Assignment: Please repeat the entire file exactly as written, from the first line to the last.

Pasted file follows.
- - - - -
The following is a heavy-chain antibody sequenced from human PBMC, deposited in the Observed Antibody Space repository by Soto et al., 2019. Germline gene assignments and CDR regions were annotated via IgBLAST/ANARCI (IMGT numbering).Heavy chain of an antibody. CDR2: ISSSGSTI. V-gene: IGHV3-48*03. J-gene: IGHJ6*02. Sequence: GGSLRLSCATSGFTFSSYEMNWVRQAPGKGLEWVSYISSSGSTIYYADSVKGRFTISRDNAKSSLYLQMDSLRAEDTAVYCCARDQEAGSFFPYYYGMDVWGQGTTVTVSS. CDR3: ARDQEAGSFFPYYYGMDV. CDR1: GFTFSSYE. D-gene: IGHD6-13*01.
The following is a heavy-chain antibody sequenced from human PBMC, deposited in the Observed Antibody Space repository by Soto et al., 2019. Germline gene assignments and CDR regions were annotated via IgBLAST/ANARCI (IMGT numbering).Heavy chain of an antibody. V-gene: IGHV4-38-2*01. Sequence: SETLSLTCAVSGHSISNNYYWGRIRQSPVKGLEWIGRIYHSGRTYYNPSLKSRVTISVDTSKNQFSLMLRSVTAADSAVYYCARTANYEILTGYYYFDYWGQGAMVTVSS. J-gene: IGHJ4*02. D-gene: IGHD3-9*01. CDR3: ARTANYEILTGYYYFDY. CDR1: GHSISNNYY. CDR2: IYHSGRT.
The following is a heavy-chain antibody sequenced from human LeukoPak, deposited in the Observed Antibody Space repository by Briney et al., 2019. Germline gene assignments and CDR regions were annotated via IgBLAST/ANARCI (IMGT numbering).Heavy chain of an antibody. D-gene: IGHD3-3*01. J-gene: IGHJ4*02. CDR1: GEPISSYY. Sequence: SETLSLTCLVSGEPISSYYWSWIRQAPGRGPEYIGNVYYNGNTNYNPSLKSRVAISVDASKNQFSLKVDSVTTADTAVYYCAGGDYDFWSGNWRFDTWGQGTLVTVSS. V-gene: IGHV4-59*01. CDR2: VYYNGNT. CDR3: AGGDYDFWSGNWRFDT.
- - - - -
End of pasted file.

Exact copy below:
The following is a heavy-chain antibody sequenced from human PBMC, deposited in the Observed Antibody Space repository by Soto et al., 2019. Germline gene assignments and CDR regions were annotated via IgBLAST/ANARCI (IMGT numbering).Heavy chain of an antibody. CDR2: ISSSGSTI. V-gene: IGHV3-48*03. J-gene: IGHJ6*02. Sequence: GGSLRLSCATSGFTFSSYEMNWVRQAPGKGLEWVSYISSSGSTIYYADSVKGRFTISRDNAKSSLYLQMDSLRAEDTAVYCCARDQEAGSFFPYYYGMDVWGQGTTVTVSS. CDR3: ARDQEAGSFFPYYYGMDV. CDR1: GFTFSSYE. D-gene: IGHD6-13*01.
The following is a heavy-chain antibody sequenced from human PBMC, deposited in the Observed Antibody Space repository by Soto et al., 2019. Germline gene assignments and CDR regions were annotated via IgBLAST/ANARCI (IMGT numbering).Heavy chain of an antibody. V-gene: IGHV4-38-2*01. Sequence: SETLSLTCAVSGHSISNNYYWGRIRQSPVKGLEWIGRIYHSGRTYYNPSLKSRVTISVDTSKNQFSLMLRSVTAADSAVYYCARTANYEILTGYYYFDYWGQGAMVTVSS. J-gene: IGHJ4*02. D-gene: IGHD3-9*01. CDR3: ARTANYEILTGYYYFDY. CDR1: GHSISNNYY. CDR2: IYHSGRT.
The following is a heavy-chain antibody sequenced from human LeukoPak, deposited in the Observed Antibody Space repository by Briney et al., 2019. Germline gene assignments and CDR regions were annotated via IgBLAST/ANARCI (IMGT numbering).Heavy chain of an antibody. D-gene: IGHD3-3*01. J-gene: IGHJ4*02. CDR1: GEPISSYY. Sequence: SETLSLTCLVSGEPISSYYWSWIRQAPGRGPEYIGNVYYNGNTNYNPSLKSRVAISVDASKNQFSLKVDSVTTADTAVYYCAGGDYDFWSGNWRFDTWGQGTLVTVSS. V-gene: IGHV4-59*01. CDR2: VYYNGNT. CDR3: AGGDYDFWSGNWRFDT.